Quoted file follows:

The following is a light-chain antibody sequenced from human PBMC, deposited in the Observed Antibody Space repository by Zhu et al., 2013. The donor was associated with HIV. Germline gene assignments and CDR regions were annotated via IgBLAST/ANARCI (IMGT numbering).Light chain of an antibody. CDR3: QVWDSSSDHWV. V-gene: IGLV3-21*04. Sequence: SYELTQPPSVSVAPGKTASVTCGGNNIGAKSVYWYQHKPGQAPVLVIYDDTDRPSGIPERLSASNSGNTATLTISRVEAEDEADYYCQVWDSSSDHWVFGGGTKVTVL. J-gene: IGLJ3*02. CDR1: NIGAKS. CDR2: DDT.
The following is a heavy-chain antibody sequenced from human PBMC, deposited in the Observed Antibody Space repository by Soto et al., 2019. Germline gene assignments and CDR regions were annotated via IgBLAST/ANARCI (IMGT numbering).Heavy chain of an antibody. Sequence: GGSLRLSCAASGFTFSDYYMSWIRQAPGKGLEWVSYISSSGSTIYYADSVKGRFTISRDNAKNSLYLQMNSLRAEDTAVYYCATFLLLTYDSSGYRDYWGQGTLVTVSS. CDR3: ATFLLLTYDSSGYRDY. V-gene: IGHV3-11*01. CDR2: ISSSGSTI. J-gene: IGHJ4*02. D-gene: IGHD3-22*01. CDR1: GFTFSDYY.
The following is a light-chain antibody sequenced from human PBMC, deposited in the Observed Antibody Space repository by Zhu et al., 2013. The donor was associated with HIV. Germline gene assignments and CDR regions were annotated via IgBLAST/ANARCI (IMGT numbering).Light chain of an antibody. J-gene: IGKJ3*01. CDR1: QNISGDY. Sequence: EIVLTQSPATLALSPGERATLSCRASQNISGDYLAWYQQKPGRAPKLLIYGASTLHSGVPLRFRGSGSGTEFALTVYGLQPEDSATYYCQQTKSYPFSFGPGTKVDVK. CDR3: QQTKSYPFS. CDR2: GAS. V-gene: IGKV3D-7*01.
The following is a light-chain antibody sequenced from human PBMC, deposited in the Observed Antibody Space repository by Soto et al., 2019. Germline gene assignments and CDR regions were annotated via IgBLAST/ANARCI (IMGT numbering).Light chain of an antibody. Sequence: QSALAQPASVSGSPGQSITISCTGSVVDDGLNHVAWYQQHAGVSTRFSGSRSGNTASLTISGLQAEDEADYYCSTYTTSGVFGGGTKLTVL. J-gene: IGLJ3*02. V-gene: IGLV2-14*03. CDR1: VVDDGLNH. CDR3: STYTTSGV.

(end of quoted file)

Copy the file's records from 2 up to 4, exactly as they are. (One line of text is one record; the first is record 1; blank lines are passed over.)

The following is a heavy-chain antibody sequenced from human PBMC, deposited in the Observed Antibody Space repository by Soto et al., 2019. Germline gene assignments and CDR regions were annotated via IgBLAST/ANARCI (IMGT numbering).Heavy chain of an antibody. Sequence: GGSLRLSCAASGFTFSDYYMSWIRQAPGKGLEWVSYISSSGSTIYYADSVKGRFTISRDNAKNSLYLQMNSLRAEDTAVYYCATFLLLTYDSSGYRDYWGQGTLVTVSS. CDR3: ATFLLLTYDSSGYRDY. V-gene: IGHV3-11*01. CDR2: ISSSGSTI. J-gene: IGHJ4*02. D-gene: IGHD3-22*01. CDR1: GFTFSDYY.
The following is a light-chain antibody sequenced from human PBMC, deposited in the Observed Antibody Space repository by Zhu et al., 2013. The donor was associated with HIV. Germline gene assignments and CDR regions were annotated via IgBLAST/ANARCI (IMGT numbering).Light chain of an antibody. J-gene: IGKJ3*01. CDR1: QNISGDY. Sequence: EIVLTQSPATLALSPGERATLSCRASQNISGDYLAWYQQKPGRAPKLLIYGASTLHSGVPLRFRGSGSGTEFALTVYGLQPEDSATYYCQQTKSYPFSFGPGTKVDVK. CDR3: QQTKSYPFS. CDR2: GAS. V-gene: IGKV3D-7*01.
The following is a light-chain antibody sequenced from human PBMC, deposited in the Observed Antibody Space repository by Soto et al., 2019. Germline gene assignments and CDR regions were annotated via IgBLAST/ANARCI (IMGT numbering).Light chain of an antibody. Sequence: QSALAQPASVSGSPGQSITISCTGSVVDDGLNHVAWYQQHAGVSTRFSGSRSGNTASLTISGLQAEDEADYYCSTYTTSGVFGGGTKLTVL. J-gene: IGLJ3*02. V-gene: IGLV2-14*03. CDR1: VVDDGLNH. CDR3: STYTTSGV.